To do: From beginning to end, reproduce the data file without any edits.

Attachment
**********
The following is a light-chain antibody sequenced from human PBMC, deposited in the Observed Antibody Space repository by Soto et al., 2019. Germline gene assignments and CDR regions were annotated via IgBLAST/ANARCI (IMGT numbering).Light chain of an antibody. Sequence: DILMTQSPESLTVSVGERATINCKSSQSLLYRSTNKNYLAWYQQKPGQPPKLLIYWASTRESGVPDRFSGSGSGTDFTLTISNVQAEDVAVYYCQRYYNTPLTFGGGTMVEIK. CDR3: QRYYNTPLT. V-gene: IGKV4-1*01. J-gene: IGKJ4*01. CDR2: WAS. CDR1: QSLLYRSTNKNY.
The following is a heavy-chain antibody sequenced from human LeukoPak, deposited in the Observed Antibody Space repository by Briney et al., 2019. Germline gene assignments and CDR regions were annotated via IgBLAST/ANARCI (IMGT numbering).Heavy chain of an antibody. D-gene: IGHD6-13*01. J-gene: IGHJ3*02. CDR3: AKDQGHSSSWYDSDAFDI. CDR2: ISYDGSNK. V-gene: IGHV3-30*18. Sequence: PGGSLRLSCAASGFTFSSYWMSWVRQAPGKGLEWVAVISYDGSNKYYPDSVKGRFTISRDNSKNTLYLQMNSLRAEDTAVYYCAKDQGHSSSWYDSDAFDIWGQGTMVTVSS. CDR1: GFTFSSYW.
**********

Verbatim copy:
The following is a light-chain antibody sequenced from human PBMC, deposited in the Observed Antibody Space repository by Soto et al., 2019. Germline gene assignments and CDR regions were annotated via IgBLAST/ANARCI (IMGT numbering).Light chain of an antibody. Sequence: DILMTQSPESLTVSVGERATINCKSSQSLLYRSTNKNYLAWYQQKPGQPPKLLIYWASTRESGVPDRFSGSGSGTDFTLTISNVQAEDVAVYYCQRYYNTPLTFGGGTMVEIK. CDR3: QRYYNTPLT. V-gene: IGKV4-1*01. J-gene: IGKJ4*01. CDR2: WAS. CDR1: QSLLYRSTNKNY.
The following is a heavy-chain antibody sequenced from human LeukoPak, deposited in the Observed Antibody Space repository by Briney et al., 2019. Germline gene assignments and CDR regions were annotated via IgBLAST/ANARCI (IMGT numbering).Heavy chain of an antibody. D-gene: IGHD6-13*01. J-gene: IGHJ3*02. CDR3: AKDQGHSSSWYDSDAFDI. CDR2: ISYDGSNK. V-gene: IGHV3-30*18. Sequence: PGGSLRLSCAASGFTFSSYWMSWVRQAPGKGLEWVAVISYDGSNKYYPDSVKGRFTISRDNSKNTLYLQMNSLRAEDTAVYYCAKDQGHSSSWYDSDAFDIWGQGTMVTVSS. CDR1: GFTFSSYW.